New York: Mighty Walmart, the world's largest retailer, has been thwarted once
again in its efforts to open a big-box store in the Big Apple in
the face of opposition from local unions much like protestors in
However, unlike India where opposition to letting in big retailers
like Walmart stems from a professed fear that they may kill small
"Mom and Pop" stores, it is largely the business model that the
company follows that has kept it away from the big cities.
The world's third largest corporation, according to Fortune Global
500, considered the biggest private employer in the world with
over two million employees working at 8,500 stores in 15
countries, under 55 different names earned a whopping $446.950
billion in 2012.
In the US alone it has more than 4,000 stores, but only a handful
in the big cities. There is none so far in New York or within the
city limits of Washington DC, but there are dozens of sprawling
Walmarts within 40 km in the surrounding suburbs in Maryland and
But of late Walmart has been looking for small locations, around
20,000 square feet, just a fraction of its typical 150,000 to
195,000 square feet stores in the suburbs, in urban areas
including New York City, San Francisco and Washington.
The first of the six Walmart stores in the national capital are
set to open by year-end much to the delight of Washingtonians who
don't mind driving out 30-40 km to "Save Money. Live better" as
the 50-year old chain known for its rock bottom prices advertises.
However, in New York, Walmart last week withdrew from a project,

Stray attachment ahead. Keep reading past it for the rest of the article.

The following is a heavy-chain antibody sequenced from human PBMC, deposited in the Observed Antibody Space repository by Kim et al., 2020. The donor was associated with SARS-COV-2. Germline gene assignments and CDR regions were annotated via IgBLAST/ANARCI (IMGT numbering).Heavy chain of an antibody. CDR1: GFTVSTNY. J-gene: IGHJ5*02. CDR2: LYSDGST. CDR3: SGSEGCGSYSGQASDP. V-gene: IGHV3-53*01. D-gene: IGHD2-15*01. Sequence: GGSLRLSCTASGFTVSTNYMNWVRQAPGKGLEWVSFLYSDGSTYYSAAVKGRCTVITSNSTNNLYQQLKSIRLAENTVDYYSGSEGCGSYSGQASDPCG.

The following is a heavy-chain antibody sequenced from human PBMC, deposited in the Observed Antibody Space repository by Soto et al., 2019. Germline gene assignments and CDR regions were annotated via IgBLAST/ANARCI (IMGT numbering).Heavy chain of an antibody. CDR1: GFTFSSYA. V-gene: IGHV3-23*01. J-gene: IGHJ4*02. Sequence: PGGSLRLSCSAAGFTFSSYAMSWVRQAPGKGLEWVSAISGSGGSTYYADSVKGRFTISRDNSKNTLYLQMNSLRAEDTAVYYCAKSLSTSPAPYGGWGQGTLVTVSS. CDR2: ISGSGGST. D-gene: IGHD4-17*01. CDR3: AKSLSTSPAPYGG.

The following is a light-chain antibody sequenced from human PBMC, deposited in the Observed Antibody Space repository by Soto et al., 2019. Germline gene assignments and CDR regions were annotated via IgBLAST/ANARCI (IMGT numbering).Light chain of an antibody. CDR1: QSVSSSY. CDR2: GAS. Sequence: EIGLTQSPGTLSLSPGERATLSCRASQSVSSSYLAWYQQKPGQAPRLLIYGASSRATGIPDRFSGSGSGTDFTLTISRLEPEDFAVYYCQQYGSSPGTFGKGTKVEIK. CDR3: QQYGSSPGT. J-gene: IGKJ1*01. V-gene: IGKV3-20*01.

known as Gateway II, being developed by Related Companies in
Brooklyn after local unions, some members of the City Council and
community groups raised an alarm at the idea of the retailer's
gaining a foothold in the city, according to the New York Times.
"Walmart's withdrawal from Gateway II shows that when New Yorkers
join arms, even the world's richest retailer is no match for
them," Stephanie Yazgi, a spokesperson for Walmart Free NYC, was
quoted as saying.
But Walmart, in a statement, made it clear that it was still
interested in opening a store in the city: "Two things remain
constant: most New Yorkers want us here, and we remain interested
in providing more convenient access to Walmart for local
Meanwhile, the Wall Street Journal reported from Hong Kong that
Walmart expects to open its first retail stores in India in the
next two years after New Delhi's decision to allow foreign
multi-brand retailers to expand their footprint.
"We will commit to retail in India," Scott Price, chief executive
of Walmart Asia, told the Journal in an interview. "But this idea
that the gates have been opened and there's going to be a flood
(of investment) is overwrought."
Price said he did not believe infrastructure in India "is an
obstacle to modern retail".
(Arun Kumar can
be contacted at firstname.lastname@example.org)